Kashmir Chamber Crisis May Continue Despite New Regime Taking Over

KL Report


Most of the 10 trade activists who had dissociated from the Kashmir Chamber of Commerce and Industry (KCCI) on the issue of constitutional reforms are unlikely to hold office even after some of them were re-elected to the decision making executive committee. They had made their decision clear to the outgoing KCCI leadership well before the verdict was made public on the weekend.

“It is being projected that we dissociated in opposition to the outcome of a process but the fact is that we had problems with the process itself,” one of the ten trade leaders said. “We had initiated reforms in the constitution that were stuck at a time when the polls were round the corner so we had no option even for withdrawing the nominations of some of us who had filed their papers.” It was at that very moment that the group seeking systemic changes in the trade body decided to stay away regardless of the outcome of the polls.

Muazam Bakhshi, who has served the KCCI for a long time and was its Junior Vice President and member of the Executive Committee tendered his resignation well before the results of the polls were announced. “I had taken the decision well before the polls were announced so I stick to my decision,” Bakhshi said. “It is immaterial whether I was elected to the EC or not.”

Ten trade leaders who have served the KCCI in different capacities for a long time had dissociated themselves in two groups: two and eight. Of the eight four were elected to the EC in the recent polls. These include Nazir Ahmad Wani, Mauzam Bakshi, Prof A R Wani and Sheikh Zahoor Ahmad. At least two of them have asserted that they will not change their decision.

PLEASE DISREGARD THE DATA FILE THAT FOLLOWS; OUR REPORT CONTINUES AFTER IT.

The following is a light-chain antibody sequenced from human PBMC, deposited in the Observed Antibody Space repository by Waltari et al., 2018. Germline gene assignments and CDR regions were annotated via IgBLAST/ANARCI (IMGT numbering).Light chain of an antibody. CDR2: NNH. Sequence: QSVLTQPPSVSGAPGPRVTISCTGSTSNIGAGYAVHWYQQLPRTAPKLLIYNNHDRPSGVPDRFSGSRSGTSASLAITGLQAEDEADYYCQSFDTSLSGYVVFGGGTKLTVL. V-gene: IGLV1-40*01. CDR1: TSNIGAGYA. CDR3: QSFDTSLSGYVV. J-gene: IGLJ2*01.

“It is not a battle for who is elected and who is not,” Fayaz Ahmad, one of the eight trade leaders said. “We had initiated reforms and they were blocked at a crucial time that led us to take the decision.”

KCCI, the oldest trade body in the state, has the most confusing systems of elections. Its members elect 19 persons to the executive committee, its highest decision making body, through a secret ballot. Then another election elects six of the EC members to run the KCCI and this is through voice vote or, if there is a contest through secret ballot. Interesting part of the election is that there is proxy voting and a questionable mechanism to identify the voter.

While the effort was to change these basics, the reforms allegedly were caught in a mess at the most crucial time of the change. This led to the pro-reform group dissociate from the Chamber.

Outgoing KCCI President Hamid Punjabi said he did his best and the election got a new team to the KCCI. “I did whatever I could but somehow the amendments in the constitution could not take place,” Punjabi said. “We have a half a century old constitution and it needs changes to make it modern that could address the new realities.” He hoped the new officer bearers, the past presidents and the new EC will ensure the constitution is adequately amended as the process of identifying changes had already completed. “We held the election according to the old constitution,” he said.

The elections, results of which were made public on weekend, Sheikh Ashiq is the new president, Mushtaq Ahmed Wani is senior vice president, Javid Ahmad Bhat (tenga) is junior vice president, Syed Musadiq Shah is Secretary General, Faiz Ahmad Bakshi is joint secretary general and Dr Gazalla Amin is treasurer.


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